By Ed Runyan
Trumbull County officials hope a $60,000 Local Government Innovation Fund grant will be approved to help the commissioners and engineer’s office find ways to share equipment and services.
If the grant is approved, a consultant would put together a study, which officials would then rely on to make changes. The commissioners and county engineer’s office applied for the grant last week.
One good opportunity is sharing vehicle maintenance facilities and personnel, said Don Barzak, director of governmental affairs for the Trumbull County Engineer’s office.
Commissioners have a vehicle-maintenance facility on Panther Avenue near downtown; the engineer’s office does vehicle maintenance at its North River Road facility.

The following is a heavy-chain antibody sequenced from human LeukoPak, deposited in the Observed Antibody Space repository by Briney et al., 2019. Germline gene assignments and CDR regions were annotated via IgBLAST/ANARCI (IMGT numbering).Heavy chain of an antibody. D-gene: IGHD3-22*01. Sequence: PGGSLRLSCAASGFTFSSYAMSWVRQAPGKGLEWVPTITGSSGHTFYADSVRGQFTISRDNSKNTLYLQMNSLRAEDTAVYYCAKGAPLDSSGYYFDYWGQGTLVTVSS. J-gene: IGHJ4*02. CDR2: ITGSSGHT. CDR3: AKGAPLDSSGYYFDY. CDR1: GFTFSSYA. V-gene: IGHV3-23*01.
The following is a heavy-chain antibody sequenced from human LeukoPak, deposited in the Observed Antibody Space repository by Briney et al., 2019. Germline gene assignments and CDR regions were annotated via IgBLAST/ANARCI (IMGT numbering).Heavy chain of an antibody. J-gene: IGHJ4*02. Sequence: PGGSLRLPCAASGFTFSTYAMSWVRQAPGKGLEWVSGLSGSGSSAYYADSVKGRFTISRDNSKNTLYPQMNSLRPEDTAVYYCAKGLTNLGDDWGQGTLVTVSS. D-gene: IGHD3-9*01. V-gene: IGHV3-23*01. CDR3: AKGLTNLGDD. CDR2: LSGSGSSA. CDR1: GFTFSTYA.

Another is the Vac Jet truck that the engineer’s office and sanitary engineer’s office both have, Barzak said. The truck, which costs about $350,000, hooks up to the catch basin in sewers and allows debris to be vacuumed out.
Barzak said it’s likely the two departments could share one truck.
There are times when the county engineer’s office paves a road, but another agency comes along not long after and makes a cut in the road to fix a utility problem. A study might suggest ways that the agencies can work together more efficiently to avoid this, Barzak added.
If approved, the money for the study would come from the Ohio Department of Development Services.
“I think they will come up with some ideas worth implementing,” said Paul Heltzel, county commissioner.
The county engineer’s office was successful in getting a 0 percent loan earlier from the Local Government Innovation Fund to build a joint storage facility for road salt.
The facility, which will be built in the spring, will be used by the engineer’s office and several nearby townships.
More than a dozen townships in Trumbull County already are saving money by buying their salt in common with the county engineer’s office, Barzak said.